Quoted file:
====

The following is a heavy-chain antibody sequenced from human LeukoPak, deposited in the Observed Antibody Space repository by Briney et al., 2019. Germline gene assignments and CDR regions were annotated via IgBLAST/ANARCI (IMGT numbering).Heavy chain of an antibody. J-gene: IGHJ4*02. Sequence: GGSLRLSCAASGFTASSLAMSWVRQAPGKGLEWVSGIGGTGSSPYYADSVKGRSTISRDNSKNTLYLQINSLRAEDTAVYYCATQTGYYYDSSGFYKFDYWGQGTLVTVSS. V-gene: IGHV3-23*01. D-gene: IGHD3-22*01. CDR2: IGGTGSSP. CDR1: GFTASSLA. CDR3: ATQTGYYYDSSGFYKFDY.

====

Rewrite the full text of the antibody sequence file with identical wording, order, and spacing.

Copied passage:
The following is a heavy-chain antibody sequenced from human LeukoPak, deposited in the Observed Antibody Space repository by Briney et al., 2019. Germline gene assignments and CDR regions were annotated via IgBLAST/ANARCI (IMGT numbering).Heavy chain of an antibody. J-gene: IGHJ4*02. Sequence: GGSLRLSCAASGFTASSLAMSWVRQAPGKGLEWVSGIGGTGSSPYYADSVKGRSTISRDNSKNTLYLQINSLRAEDTAVYYCATQTGYYYDSSGFYKFDYWGQGTLVTVSS. V-gene: IGHV3-23*01. D-gene: IGHD3-22*01. CDR2: IGGTGSSP. CDR1: GFTASSLA. CDR3: ATQTGYYYDSSGFYKFDY.